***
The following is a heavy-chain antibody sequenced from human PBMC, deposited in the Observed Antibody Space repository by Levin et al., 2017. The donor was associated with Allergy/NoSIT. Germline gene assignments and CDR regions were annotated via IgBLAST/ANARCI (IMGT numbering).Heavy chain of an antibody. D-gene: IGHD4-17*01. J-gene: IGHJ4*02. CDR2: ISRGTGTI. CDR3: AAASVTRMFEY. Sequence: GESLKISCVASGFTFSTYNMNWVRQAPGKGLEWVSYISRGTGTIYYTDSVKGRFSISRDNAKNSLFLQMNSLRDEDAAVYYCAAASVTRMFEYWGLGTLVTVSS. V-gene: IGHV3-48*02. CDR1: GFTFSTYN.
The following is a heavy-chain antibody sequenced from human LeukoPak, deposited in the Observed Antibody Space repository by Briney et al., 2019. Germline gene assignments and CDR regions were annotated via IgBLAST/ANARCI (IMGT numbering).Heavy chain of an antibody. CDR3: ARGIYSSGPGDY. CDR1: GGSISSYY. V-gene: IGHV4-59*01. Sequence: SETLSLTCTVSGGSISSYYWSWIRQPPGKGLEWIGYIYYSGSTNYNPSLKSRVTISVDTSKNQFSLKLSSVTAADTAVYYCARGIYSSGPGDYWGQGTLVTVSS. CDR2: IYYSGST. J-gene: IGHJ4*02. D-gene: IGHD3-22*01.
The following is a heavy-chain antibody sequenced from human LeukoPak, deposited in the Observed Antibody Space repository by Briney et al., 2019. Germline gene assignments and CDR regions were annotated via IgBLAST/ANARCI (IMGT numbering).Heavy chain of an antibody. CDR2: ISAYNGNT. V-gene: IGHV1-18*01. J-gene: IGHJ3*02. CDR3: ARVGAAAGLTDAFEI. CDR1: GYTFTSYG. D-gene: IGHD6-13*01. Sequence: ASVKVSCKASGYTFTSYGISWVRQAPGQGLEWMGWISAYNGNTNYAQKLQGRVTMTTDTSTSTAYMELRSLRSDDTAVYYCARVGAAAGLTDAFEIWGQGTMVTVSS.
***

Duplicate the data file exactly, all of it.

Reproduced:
The following is a heavy-chain antibody sequenced from human PBMC, deposited in the Observed Antibody Space repository by Levin et al., 2017. The donor was associated with Allergy/NoSIT. Germline gene assignments and CDR regions were annotated via IgBLAST/ANARCI (IMGT numbering).Heavy chain of an antibody. D-gene: IGHD4-17*01. J-gene: IGHJ4*02. CDR2: ISRGTGTI. CDR3: AAASVTRMFEY. Sequence: GESLKISCVASGFTFSTYNMNWVRQAPGKGLEWVSYISRGTGTIYYTDSVKGRFSISRDNAKNSLFLQMNSLRDEDAAVYYCAAASVTRMFEYWGLGTLVTVSS. V-gene: IGHV3-48*02. CDR1: GFTFSTYN.
The following is a heavy-chain antibody sequenced from human LeukoPak, deposited in the Observed Antibody Space repository by Briney et al., 2019. Germline gene assignments and CDR regions were annotated via IgBLAST/ANARCI (IMGT numbering).Heavy chain of an antibody. CDR3: ARGIYSSGPGDY. CDR1: GGSISSYY. V-gene: IGHV4-59*01. Sequence: SETLSLTCTVSGGSISSYYWSWIRQPPGKGLEWIGYIYYSGSTNYNPSLKSRVTISVDTSKNQFSLKLSSVTAADTAVYYCARGIYSSGPGDYWGQGTLVTVSS. CDR2: IYYSGST. J-gene: IGHJ4*02. D-gene: IGHD3-22*01.
The following is a heavy-chain antibody sequenced from human LeukoPak, deposited in the Observed Antibody Space repository by Briney et al., 2019. Germline gene assignments and CDR regions were annotated via IgBLAST/ANARCI (IMGT numbering).Heavy chain of an antibody. CDR2: ISAYNGNT. V-gene: IGHV1-18*01. J-gene: IGHJ3*02. CDR3: ARVGAAAGLTDAFEI. CDR1: GYTFTSYG. D-gene: IGHD6-13*01. Sequence: ASVKVSCKASGYTFTSYGISWVRQAPGQGLEWMGWISAYNGNTNYAQKLQGRVTMTTDTSTSTAYMELRSLRSDDTAVYYCARVGAAAGLTDAFEIWGQGTMVTVSS.